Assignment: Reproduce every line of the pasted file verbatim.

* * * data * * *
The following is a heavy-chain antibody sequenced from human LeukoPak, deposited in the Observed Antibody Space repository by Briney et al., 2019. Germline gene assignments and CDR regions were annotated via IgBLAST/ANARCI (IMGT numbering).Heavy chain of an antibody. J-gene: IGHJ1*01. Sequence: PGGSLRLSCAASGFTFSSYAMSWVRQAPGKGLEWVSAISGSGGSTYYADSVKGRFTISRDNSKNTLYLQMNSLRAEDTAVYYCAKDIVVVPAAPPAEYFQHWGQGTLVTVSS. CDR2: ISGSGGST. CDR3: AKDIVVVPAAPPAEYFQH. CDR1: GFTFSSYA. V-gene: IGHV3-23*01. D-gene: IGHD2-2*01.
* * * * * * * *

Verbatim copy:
The following is a heavy-chain antibody sequenced from human LeukoPak, deposited in the Observed Antibody Space repository by Briney et al., 2019. Germline gene assignments and CDR regions were annotated via IgBLAST/ANARCI (IMGT numbering).Heavy chain of an antibody. J-gene: IGHJ1*01. Sequence: PGGSLRLSCAASGFTFSSYAMSWVRQAPGKGLEWVSAISGSGGSTYYADSVKGRFTISRDNSKNTLYLQMNSLRAEDTAVYYCAKDIVVVPAAPPAEYFQHWGQGTLVTVSS. CDR2: ISGSGGST. CDR3: AKDIVVVPAAPPAEYFQH. CDR1: GFTFSSYA. V-gene: IGHV3-23*01. D-gene: IGHD2-2*01.